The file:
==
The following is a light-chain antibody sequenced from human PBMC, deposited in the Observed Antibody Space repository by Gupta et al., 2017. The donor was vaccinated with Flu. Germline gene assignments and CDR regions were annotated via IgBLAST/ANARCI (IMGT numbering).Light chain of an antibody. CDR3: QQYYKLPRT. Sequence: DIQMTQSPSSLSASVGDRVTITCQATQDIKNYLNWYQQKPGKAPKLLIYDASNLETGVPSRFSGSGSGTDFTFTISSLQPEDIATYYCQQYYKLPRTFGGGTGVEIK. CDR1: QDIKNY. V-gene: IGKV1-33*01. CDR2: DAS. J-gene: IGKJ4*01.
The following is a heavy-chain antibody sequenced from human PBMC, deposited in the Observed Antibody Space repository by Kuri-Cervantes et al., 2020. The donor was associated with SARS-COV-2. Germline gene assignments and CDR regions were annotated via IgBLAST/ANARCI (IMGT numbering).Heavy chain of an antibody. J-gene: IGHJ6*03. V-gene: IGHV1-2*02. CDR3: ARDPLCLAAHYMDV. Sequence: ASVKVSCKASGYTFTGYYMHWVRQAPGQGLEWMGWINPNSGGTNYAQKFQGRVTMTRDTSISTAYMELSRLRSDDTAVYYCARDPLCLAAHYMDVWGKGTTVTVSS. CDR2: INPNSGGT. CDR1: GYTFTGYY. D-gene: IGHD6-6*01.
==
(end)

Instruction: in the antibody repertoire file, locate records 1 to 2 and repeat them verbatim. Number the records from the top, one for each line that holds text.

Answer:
The following is a light-chain antibody sequenced from human PBMC, deposited in the Observed Antibody Space repository by Gupta et al., 2017. The donor was vaccinated with Flu. Germline gene assignments and CDR regions were annotated via IgBLAST/ANARCI (IMGT numbering).Light chain of an antibody. CDR3: QQYYKLPRT. Sequence: DIQMTQSPSSLSASVGDRVTITCQATQDIKNYLNWYQQKPGKAPKLLIYDASNLETGVPSRFSGSGSGTDFTFTISSLQPEDIATYYCQQYYKLPRTFGGGTGVEIK. CDR1: QDIKNY. V-gene: IGKV1-33*01. CDR2: DAS. J-gene: IGKJ4*01.
The following is a heavy-chain antibody sequenced from human PBMC, deposited in the Observed Antibody Space repository by Kuri-Cervantes et al., 2020. The donor was associated with SARS-COV-2. Germline gene assignments and CDR regions were annotated via IgBLAST/ANARCI (IMGT numbering).Heavy chain of an antibody. J-gene: IGHJ6*03. V-gene: IGHV1-2*02. CDR3: ARDPLCLAAHYMDV. Sequence: ASVKVSCKASGYTFTGYYMHWVRQAPGQGLEWMGWINPNSGGTNYAQKFQGRVTMTRDTSISTAYMELSRLRSDDTAVYYCARDPLCLAAHYMDVWGKGTTVTVSS. CDR2: INPNSGGT. CDR1: GYTFTGYY. D-gene: IGHD6-6*01.